But, just getting in and getting the job you want are two very different things.  A better measure of an ASVAB good score is the line score(s) that will qualify you for the job you want.

Each service branch has a different set of line scores and different ASVAB subtests that make up those line scores so you’ll need to do some research to discover exactly which subtests you’ll need to do well on to earn that job.  (Find out the minimum scores for military jobs.)

Therefore, a good score on the ASVAB is high enough on the AFQT subtests to qualify to enlist and high enough on the other subtests that make up the line scores you need to earn your military branch and job choice.

Not an easy answer but since when has the military been easy!

ASVAB Test Format

There are several versions of the ASVAB and the version you take depends on where and why the test was administered:

  • Institutional Version
    Taken in high school, this version can be used for military enlistment purposes if taken within two years of enlistment but its primary purpose is to assist school guidance counselors in identifying possible civilian career areas.
  • Production Version
    Taken through a military recruiter and used for enlistment qualification and to determine which military jobs an applicant can potentially be trained in.  This test is available in paper (ASVAB) and computerized (CAT-ASVAB) versions and is typically administered through a Military Entrance Processing Station (MEPS).
  • Enlistment Screening Test (EST)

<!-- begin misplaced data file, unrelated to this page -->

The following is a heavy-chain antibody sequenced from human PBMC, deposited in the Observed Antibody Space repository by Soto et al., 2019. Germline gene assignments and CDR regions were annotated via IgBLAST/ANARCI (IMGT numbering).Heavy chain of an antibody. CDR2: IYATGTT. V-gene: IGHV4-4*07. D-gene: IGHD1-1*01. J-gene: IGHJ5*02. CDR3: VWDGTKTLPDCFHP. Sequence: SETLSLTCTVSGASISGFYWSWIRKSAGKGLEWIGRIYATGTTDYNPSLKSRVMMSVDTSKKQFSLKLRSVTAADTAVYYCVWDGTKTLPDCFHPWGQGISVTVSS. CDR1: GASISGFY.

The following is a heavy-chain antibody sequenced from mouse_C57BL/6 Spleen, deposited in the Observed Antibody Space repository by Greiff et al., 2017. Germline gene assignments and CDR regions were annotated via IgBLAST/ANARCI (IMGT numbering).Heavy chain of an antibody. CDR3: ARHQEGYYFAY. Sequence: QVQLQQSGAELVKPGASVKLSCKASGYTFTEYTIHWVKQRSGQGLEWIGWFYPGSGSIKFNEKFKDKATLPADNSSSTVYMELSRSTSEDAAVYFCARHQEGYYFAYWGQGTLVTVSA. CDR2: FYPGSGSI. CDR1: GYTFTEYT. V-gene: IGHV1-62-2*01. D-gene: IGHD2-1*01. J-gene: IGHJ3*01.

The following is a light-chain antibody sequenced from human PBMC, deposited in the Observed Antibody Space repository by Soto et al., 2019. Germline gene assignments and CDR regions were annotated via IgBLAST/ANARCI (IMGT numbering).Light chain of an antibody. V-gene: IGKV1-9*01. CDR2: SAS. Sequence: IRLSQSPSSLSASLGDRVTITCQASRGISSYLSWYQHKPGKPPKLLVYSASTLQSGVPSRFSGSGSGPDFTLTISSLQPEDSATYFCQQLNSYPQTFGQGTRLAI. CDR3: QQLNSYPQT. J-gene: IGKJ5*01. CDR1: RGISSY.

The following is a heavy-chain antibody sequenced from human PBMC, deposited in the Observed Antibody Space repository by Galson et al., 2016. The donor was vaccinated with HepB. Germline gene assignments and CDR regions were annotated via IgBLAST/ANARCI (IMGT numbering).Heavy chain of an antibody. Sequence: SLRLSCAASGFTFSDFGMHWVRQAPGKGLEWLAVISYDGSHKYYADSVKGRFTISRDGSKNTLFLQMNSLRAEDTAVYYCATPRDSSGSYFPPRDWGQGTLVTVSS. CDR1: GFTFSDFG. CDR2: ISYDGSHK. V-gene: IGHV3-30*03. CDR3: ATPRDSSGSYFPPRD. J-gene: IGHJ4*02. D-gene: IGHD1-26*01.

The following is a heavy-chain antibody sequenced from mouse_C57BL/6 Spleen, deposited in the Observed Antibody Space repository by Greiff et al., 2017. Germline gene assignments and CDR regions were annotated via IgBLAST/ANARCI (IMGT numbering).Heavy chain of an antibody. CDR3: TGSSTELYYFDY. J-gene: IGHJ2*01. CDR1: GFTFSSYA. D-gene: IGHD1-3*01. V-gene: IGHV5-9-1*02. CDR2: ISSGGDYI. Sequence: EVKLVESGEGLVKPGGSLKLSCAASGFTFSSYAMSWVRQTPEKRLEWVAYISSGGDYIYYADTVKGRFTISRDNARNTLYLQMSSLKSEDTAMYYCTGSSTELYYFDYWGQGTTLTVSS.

A smaller version of the full ASVAB test taken in a recruiter’s office to estimate the applicant’s chances of earning a qualifying score on the full version of the ASVAB.  Also used to identify areas of weakness to guide applicant study time.
  • Armed Forces Classification Test (AFCT)
    Given to active military personnel who are considering retraining for another job.  If a higher score is needed for the new job the ASVAB must be retaken.

Test Format

The Armed Services Vocational Aptitude Battery (ASVAB) contains eight (paper version) or nine (computerized version) separately timed subtests.  (The Assembling Objects (AO) subtest isn’t on the paper version of the ASVAB.)

Subtest Questions Time (Minutes) Content
General Science (GS) 25 11 Knowledge of general principles of physical and biological sciences.
Arithmetic Reasoning (AR) 30 36 Ability to solve arithmetic word problems that require simple calculations.
Word Knowledge (WK) 35 11 Ability to select the correct meaning of a word and identify synonyms and antonyms.
Paragraph Comprehension (PC) 15 13 Ability to comprehend information from several paragraphs that you read (a few hundred words).
Auto & Shop Information (AS) 25 11 Knowledge of automobiles, shop terminology and practices, and tools.
Mathematics Knowledge (MK) 25 24 Knowledge of high school math including algebra and geometry.
Mechanical Comprehension (MC) 25 19 Knowledge of basic mechanical and physical principles including the
ability to visualize how illustrated objects work
Electronics Information (EI) 20 9 Knowledge of electrical principles, basic electronic circuitry, and electronic terminology.
Assembling Objects (AO) 16 15 Measures spatial orientation.

Of these subtests, four (Word Knowledge, Paragraph Comprehension, Arithmetic Reasoning, and Mathematics Knowledge) are used to compute your AFQT score while the remaining five serve only to determine qualifications for certain types of jobs within your branch of the military.

So, if you know that the job you want in the military doesn’t require Electronics or Auto & Shop knowledge you can save a lot of time studying by simply ignoring those areas. Doing poorly in areas unrelated to your potential job won’t hurt your overall qualifications.

Remember that the AFQT subtests are important for all job types so be sure to devote enough study time to mastering them.

ASVAB Questions Format